#9: Javier Lopez for John Bowker and Joe Martinez to the Pirates
WAR Received: 1.8 (1-plus seasons); WAR traded: Bowker: 0.2 (1 season); Martinez: N/A
Usually, one wouldn’t expect trading for a 33-year relief pitcher to be a big move. It’s also not a player one would expect to have a major influence on the team for six more seasons. But that’s what the Giants got with Javier Lopez.
Javier Lopez settled into the bullpen immediately as one of the team’s top left-handers, alongside Jeremy Affeldt, and became an indispensable piece of the team and its championship lore. Lopez was rock solid, and allowed just one earned run in 12.1 postseason innings (five hits allowed, four walks, 14 strikeouts) during the World Series runs. He signed a two year deal after the 2011 season, and another three years after 2013.
In return, the Pirates didn’t receive much. John Bowker played for Pittsburgh in 2010 and 2011 but put up -0.2 rWAR and was later traded for cash. Joe Martinez never made the majors with the Pirates, having his contract purchased in 2011 by the Indians, and kicking around between the Diamondbacks, Indians, and Angels before retiring.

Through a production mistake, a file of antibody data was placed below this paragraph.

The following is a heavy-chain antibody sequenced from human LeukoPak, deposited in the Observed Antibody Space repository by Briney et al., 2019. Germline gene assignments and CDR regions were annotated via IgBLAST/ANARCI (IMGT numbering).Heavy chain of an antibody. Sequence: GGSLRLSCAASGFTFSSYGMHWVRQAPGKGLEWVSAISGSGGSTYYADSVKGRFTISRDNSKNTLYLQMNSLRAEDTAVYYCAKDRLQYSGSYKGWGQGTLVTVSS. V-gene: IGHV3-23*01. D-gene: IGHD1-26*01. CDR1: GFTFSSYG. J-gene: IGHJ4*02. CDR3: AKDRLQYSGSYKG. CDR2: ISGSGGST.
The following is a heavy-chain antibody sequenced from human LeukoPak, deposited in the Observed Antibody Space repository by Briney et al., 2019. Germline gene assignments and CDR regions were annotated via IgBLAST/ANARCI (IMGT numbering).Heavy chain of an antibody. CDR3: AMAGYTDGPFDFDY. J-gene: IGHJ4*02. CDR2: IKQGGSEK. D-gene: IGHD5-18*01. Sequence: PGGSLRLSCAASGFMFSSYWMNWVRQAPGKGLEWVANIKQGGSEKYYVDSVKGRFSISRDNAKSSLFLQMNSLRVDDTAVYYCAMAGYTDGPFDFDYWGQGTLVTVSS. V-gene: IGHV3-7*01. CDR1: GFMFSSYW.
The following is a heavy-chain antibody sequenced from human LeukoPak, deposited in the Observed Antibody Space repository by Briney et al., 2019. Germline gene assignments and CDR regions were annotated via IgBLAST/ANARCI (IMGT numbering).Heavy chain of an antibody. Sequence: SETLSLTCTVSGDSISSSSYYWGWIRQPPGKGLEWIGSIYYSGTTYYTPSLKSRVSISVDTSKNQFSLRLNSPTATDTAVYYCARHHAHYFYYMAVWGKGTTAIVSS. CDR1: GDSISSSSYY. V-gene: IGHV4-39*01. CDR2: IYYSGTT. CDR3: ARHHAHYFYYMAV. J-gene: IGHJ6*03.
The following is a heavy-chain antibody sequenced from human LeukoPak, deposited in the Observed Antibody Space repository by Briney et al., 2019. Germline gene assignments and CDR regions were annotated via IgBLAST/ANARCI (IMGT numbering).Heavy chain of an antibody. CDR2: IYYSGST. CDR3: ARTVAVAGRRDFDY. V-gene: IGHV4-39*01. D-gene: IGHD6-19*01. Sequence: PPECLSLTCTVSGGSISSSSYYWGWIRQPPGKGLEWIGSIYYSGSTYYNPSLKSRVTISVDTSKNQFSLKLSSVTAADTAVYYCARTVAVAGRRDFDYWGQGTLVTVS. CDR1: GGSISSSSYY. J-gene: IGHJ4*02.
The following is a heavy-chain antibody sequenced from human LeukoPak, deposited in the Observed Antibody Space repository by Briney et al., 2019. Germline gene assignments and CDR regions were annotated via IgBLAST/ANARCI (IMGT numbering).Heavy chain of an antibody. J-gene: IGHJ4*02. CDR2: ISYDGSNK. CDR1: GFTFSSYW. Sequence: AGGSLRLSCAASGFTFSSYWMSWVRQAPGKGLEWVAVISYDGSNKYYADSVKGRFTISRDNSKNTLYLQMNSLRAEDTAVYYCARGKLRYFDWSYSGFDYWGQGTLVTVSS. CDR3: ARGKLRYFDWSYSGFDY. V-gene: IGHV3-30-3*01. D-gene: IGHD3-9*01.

#8: Mauricio Dubon for Ray Black and Drew Pomeranz to the Brewers
WAR received: 0.4 (2 Months); WAR traded: Black: 0.0, Pomeranz: 0.9 (2 Months)
There’s a bit of expected future value here to be assumed. Mauricio Dubon was a top prospect in a weak Brewers system when the Giants traded for him. Initially slotting in at second base, Dubon had a 0.4 WAR over two months with the team. The Giants clearly think that Dubon is the future, and his Northern California roots endeared him to fans quickly.